By Sugeeswara Senadhira/Ceylon Today
Colombo, September 6: The Taliban’s announcement last week that they would form a new Government and name the Cabinet of Ministers shows the importance attached by the fundamentalist group to the legitimacy of its rule.
The Government ‘s legitimacy in the eyes of international donors and investors will be crucial for the economy of Afghanistan as the country is grappling with post conflict issues and economic hardships due to the prevalent drought and food shortages.
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The United States and Europe will not rush to recognize the regime, but they are aware of the need to engage with the Taliban. European Union officials have admitted that the bloc needs to engage the Taliban, but said it will not rush into formally recognizing the new rulers. However, the EU keeps contacts open to discuss issues such as resumption of evacuation work and delivery of humanitarian aid.
Meanwhile, Sri Lankan foreign policy analysts, like their counterparts in the region, are watching developments in Afghanistan to decide on recognition and bilateral relationships as well as multi-lateral ties under SAARC.
Many smaller countries in the region, including Sri Lanka, wait for clues from global and regional powers to decide on recognition. Of the five permanent members of the United Nations, two – China and Russia – had effectively conferred de facto recognition on the Taliban on 20 August, 11 days before American troops left Afghanistan.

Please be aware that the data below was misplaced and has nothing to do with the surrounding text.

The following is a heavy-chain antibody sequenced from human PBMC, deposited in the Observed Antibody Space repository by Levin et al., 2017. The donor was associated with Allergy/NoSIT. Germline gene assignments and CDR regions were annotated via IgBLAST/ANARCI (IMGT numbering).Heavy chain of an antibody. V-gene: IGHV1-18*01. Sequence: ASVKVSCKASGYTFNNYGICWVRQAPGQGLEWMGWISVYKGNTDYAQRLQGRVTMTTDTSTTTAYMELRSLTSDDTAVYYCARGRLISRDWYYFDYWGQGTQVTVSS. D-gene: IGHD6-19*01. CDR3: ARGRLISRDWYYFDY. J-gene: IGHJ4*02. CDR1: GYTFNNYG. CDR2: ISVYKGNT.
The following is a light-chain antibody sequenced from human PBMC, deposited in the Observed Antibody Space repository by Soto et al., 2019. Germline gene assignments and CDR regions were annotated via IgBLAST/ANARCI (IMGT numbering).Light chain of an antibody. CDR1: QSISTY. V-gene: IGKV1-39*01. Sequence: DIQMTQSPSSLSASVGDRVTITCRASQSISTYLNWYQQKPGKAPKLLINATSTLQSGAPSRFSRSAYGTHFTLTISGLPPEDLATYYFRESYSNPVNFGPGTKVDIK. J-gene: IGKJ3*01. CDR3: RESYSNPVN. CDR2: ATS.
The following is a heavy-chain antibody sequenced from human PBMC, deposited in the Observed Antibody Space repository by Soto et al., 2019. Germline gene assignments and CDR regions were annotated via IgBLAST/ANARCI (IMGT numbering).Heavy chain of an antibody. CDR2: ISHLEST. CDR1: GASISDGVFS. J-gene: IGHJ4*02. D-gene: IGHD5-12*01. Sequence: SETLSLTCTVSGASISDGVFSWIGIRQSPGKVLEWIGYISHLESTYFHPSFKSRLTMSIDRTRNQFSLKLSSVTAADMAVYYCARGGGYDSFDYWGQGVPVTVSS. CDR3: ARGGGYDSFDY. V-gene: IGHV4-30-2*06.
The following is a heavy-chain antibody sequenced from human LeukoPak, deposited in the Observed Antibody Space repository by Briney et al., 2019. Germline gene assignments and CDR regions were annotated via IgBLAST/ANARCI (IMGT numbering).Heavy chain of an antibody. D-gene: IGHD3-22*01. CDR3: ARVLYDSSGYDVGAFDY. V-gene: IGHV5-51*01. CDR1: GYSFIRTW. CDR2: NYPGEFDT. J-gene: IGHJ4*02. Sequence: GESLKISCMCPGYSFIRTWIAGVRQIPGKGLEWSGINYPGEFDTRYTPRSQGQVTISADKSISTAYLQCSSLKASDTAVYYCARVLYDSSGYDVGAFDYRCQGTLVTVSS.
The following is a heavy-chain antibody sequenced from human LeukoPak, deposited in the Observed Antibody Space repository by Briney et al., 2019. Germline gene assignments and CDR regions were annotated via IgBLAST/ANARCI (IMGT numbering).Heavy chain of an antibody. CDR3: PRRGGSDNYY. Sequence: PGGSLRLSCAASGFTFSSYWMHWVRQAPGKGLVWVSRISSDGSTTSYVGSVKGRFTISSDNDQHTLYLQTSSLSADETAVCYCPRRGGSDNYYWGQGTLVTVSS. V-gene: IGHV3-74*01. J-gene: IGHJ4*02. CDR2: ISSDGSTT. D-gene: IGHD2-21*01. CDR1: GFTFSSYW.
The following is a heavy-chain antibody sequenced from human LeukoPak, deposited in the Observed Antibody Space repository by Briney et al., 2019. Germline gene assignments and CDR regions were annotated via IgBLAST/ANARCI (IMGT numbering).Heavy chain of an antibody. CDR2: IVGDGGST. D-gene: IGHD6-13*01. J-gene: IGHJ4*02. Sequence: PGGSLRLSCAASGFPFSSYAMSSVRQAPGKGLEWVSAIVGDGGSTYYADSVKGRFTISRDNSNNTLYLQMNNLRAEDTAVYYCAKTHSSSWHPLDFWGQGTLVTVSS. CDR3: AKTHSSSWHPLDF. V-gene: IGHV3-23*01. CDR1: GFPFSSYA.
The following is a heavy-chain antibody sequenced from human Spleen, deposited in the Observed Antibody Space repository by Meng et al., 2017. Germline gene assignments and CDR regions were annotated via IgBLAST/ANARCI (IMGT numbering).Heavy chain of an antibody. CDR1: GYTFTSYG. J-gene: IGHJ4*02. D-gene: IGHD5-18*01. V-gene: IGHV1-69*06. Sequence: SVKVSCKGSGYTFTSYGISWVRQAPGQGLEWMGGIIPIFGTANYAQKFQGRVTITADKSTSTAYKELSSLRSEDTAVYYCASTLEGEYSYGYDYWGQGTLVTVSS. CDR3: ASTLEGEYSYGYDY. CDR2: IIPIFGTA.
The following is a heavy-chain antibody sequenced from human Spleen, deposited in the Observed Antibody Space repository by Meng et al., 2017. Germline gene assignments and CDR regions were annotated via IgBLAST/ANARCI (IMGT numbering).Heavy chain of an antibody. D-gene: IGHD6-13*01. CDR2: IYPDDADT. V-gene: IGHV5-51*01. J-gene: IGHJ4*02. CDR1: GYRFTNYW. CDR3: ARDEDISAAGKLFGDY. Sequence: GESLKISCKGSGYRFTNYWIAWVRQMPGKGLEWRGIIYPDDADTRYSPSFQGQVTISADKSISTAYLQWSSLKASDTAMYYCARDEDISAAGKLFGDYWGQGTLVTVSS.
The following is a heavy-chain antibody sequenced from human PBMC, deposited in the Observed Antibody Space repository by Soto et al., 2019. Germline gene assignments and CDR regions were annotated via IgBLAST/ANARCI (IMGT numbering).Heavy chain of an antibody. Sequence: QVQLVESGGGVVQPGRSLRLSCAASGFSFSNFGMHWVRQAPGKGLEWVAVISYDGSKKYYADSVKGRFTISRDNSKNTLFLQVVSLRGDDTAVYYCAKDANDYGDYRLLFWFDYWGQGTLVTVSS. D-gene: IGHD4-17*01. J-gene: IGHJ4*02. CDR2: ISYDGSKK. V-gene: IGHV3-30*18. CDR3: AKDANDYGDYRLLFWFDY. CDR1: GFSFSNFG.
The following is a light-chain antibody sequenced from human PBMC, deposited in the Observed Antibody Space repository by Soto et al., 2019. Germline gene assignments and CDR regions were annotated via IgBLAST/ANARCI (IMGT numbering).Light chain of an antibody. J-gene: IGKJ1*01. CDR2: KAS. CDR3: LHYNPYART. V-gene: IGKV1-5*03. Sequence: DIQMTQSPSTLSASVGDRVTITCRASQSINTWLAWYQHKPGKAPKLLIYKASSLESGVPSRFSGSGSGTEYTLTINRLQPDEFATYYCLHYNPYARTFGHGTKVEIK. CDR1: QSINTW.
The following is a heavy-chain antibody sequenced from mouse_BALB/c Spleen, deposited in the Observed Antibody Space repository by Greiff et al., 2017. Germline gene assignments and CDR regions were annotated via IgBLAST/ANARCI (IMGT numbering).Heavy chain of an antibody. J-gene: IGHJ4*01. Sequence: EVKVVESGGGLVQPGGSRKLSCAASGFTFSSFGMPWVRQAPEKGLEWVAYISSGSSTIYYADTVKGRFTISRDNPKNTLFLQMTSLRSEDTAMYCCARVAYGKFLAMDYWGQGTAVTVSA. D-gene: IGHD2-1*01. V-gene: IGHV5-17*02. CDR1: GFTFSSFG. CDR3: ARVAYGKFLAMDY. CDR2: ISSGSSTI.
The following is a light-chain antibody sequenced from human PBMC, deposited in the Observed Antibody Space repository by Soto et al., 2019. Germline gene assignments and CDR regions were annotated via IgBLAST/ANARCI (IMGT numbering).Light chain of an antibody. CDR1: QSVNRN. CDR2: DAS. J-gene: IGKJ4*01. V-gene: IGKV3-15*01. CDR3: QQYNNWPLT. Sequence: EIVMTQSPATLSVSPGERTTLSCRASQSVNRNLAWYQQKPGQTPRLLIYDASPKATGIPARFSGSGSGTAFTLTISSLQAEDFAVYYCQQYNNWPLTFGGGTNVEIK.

Soon after the fall of Kabul to the Taliban, Britain’s Prime Minister Boris Johnson urged friendly Governments to exercise caution in recognizing a Taliban Government. International law has well-recognized criteria for the recognition of a new State. The 1933 Montevideo Convention test is that a new State should possess i) a permanent population; ii) defined territory; iii) a Government ; and iv) capacity to enter into relations with other States.
Although, some Governments look at issues of democracy and human rights when deciding on recognizing other Governments, international law has no concern about whether a Government is democratically elected or it is a dictatorship. Clearly, there is a permanent population. Yes, many are currently seeking to flee the country but that does not impair the core stability of Afghanistan’s population. The country also has settled borders that are broadly recognized by neighbors.
Furthermore, a new Taliban Government is in the process of being formed. The presence of a functioning Government capable of exercising a certain level of control over the State is an aspect of the Montevideo Convention.
This could extend to the defense and security of the State. However, importantly, the criteria seek to make no judgement, for the purposes of international law, as to how the Government came into existence, the longevity of the Government, or the political system which is the basis for Governmental control.